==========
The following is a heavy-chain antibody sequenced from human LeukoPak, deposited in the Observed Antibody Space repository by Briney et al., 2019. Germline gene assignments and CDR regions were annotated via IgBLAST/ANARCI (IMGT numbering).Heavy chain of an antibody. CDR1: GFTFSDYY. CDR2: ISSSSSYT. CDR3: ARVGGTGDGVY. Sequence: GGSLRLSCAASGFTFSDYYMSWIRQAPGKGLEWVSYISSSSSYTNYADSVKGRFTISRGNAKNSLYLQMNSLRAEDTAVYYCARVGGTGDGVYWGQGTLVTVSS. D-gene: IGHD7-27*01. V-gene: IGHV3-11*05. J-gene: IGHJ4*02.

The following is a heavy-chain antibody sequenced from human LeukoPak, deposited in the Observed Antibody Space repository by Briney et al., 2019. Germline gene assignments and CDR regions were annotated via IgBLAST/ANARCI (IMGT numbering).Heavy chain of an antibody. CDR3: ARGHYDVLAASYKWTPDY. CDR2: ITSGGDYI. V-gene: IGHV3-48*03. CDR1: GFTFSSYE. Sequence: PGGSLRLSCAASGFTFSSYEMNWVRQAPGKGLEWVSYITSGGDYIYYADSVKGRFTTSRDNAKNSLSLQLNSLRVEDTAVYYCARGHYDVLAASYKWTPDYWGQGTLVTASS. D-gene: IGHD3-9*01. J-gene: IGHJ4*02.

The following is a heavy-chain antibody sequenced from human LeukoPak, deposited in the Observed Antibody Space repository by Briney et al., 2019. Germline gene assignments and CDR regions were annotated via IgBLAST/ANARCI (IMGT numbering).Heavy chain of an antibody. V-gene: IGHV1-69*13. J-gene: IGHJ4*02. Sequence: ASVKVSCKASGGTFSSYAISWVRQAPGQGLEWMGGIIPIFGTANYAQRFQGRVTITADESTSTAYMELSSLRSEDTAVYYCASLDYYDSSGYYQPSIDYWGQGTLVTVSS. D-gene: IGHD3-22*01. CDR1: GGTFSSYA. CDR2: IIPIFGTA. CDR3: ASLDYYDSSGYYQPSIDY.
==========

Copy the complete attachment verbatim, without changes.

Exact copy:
The following is a heavy-chain antibody sequenced from human LeukoPak, deposited in the Observed Antibody Space repository by Briney et al., 2019. Germline gene assignments and CDR regions were annotated via IgBLAST/ANARCI (IMGT numbering).Heavy chain of an antibody. CDR1: GFTFSDYY. CDR2: ISSSSSYT. CDR3: ARVGGTGDGVY. Sequence: GGSLRLSCAASGFTFSDYYMSWIRQAPGKGLEWVSYISSSSSYTNYADSVKGRFTISRGNAKNSLYLQMNSLRAEDTAVYYCARVGGTGDGVYWGQGTLVTVSS. D-gene: IGHD7-27*01. V-gene: IGHV3-11*05. J-gene: IGHJ4*02.

The following is a heavy-chain antibody sequenced from human LeukoPak, deposited in the Observed Antibody Space repository by Briney et al., 2019. Germline gene assignments and CDR regions were annotated via IgBLAST/ANARCI (IMGT numbering).Heavy chain of an antibody. CDR3: ARGHYDVLAASYKWTPDY. CDR2: ITSGGDYI. V-gene: IGHV3-48*03. CDR1: GFTFSSYE. Sequence: PGGSLRLSCAASGFTFSSYEMNWVRQAPGKGLEWVSYITSGGDYIYYADSVKGRFTTSRDNAKNSLSLQLNSLRVEDTAVYYCARGHYDVLAASYKWTPDYWGQGTLVTASS. D-gene: IGHD3-9*01. J-gene: IGHJ4*02.

The following is a heavy-chain antibody sequenced from human LeukoPak, deposited in the Observed Antibody Space repository by Briney et al., 2019. Germline gene assignments and CDR regions were annotated via IgBLAST/ANARCI (IMGT numbering).Heavy chain of an antibody. V-gene: IGHV1-69*13. J-gene: IGHJ4*02. Sequence: ASVKVSCKASGGTFSSYAISWVRQAPGQGLEWMGGIIPIFGTANYAQRFQGRVTITADESTSTAYMELSSLRSEDTAVYYCASLDYYDSSGYYQPSIDYWGQGTLVTVSS. D-gene: IGHD3-22*01. CDR1: GGTFSSYA. CDR2: IIPIFGTA. CDR3: ASLDYYDSSGYYQPSIDY.